Please use this identifier to cite or link to this item: https://doi.org/10.1016/j.jaip.2021.10.049
Title: Impact of Allergic Rhinitis and Asthma on COVID-19 Infection, Hospitalization, and Mortality
Authors: Ren, J
Pang, W
Luo, Y
Cheng, D
Qiu, K
Rao, Y
Zheng, Y
Dong, Y
Peng, J
Hu, Y
Ying, Z
Yu, H
Zeng, X
Zong, Z
Liu, G
Wang, D 
Wang, G
Zhang, W
Xu, W
Zhao, Y
Keywords: Allergic rhinitis
Asthma
COVID-19
Glucocorticoids
Long-term medications
Adult
Asthma
COVID-19
COVID-19 Testing
Female
Hospitalization
Humans
Male
Rhinitis, Allergic
SARS-CoV-2
Issue Date: 1-Jan-2022
Publisher: Elsevier BV
Citation: Ren, J, Pang, W, Luo, Y, Cheng, D, Qiu, K, Rao, Y, Zheng, Y, Dong, Y, Peng, J, Hu, Y, Ying, Z, Yu, H, Zeng, X, Zong, Z, Liu, G, Wang, D, Wang, G, Zhang, W, Xu, W, Zhao, Y (2022-01-01). Impact of Allergic Rhinitis and Asthma on COVID-19 Infection, Hospitalization, and Mortality. Journal of Allergy and Clinical Immunology: In Practice 10 (1) : 124-133. ScholarBank@NUS Repository. https://doi.org/10.1016/j.jaip.2021.10.049
Abstract: Background: It remains unclear if patients with allergic rhinitis (AR) and/or asthma are susceptible to corona virus disease 2019 (COVID-19) infection, severity, and mortality. Objective: To investigate the role of AR and/or asthma in COVID-19 infection, severity, and mortality, and assess whether long-term AR and/or asthma medications affected the outcomes of COVID-19. Methods: Demographic and clinical data of 70,557 adult participants completed SARS-CoV-2 testing between March 16 and December 31, 2020, in the UK Biobank were analyzed. The rates of COVID-19 infection, hospitalization, and mortality in relation to pre-existing AR and/or asthma were assessed based on adjusted generalized linear models. We further analyzed the impact of long-term AR and/or asthma medications on the risk of COVID-19 hospitalization and mortality. Results: Patients with AR of all ages had lower positive rates of SARS-CoV-2 tests (relative risk [RR]: 0.75, 95% confidence interval [CI]: 0.69-0.81, P < .001), with lower susceptibility in males (RR: 0.74, 95% CI: 0.65-0.85, P < .001) than females (RR: 0.8, 95% CI: 0.72-0.9, P < .001). However, similar effects of asthma against COVID-19 hospitalization were only major in participants aged <65 (RR: 0.93, 95% CI: 0.86-1, P = .044) instead of elderlies. In contrast, patients with asthma tested positively had higher risk of hospitalization (RR: 1.42, 95% CI: 1.32-1.54, P < .001). Neither AR nor asthma had an impact on COVID-19 mortality. None of conventional medications for AR or asthma, for example, antihistamines, corticosteroids, or β2 adrenoceptor agonists, showed association with COVID-19 infection or severity. Conclusion: AR (all ages) and asthma (aged <65) act as protective factors against COVID-19 infection, whereas asthma increases risk for COVID-19 hospitalization. None of the long-term medications had a significant association with infection, severity, and mortality of COVID-19 among patients with AR and/or asthma.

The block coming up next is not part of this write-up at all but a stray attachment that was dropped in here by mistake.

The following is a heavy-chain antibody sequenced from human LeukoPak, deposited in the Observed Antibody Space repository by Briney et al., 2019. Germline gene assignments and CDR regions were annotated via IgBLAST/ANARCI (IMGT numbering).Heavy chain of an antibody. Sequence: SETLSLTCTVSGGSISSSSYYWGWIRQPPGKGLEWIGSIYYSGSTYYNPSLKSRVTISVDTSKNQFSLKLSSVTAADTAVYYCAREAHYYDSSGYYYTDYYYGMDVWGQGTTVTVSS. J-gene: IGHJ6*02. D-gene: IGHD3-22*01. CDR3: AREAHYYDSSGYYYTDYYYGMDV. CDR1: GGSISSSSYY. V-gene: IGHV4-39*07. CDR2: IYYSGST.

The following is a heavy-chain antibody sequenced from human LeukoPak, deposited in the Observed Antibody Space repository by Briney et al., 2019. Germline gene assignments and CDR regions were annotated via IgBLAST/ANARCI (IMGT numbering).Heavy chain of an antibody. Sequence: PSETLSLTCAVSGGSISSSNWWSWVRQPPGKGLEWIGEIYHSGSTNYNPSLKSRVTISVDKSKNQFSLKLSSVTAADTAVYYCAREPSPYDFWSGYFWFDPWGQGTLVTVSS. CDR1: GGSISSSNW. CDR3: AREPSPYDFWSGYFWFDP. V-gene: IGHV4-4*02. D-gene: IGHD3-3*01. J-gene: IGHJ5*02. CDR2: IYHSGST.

Source Title: Journal of Allergy and Clinical Immunology: In Practice
URI: https://scholarbank.nus.edu.sg/handle/10635/227544
ISSN: 22132198
22132201
DOI: 10.1016/j.jaip.2021.10.049
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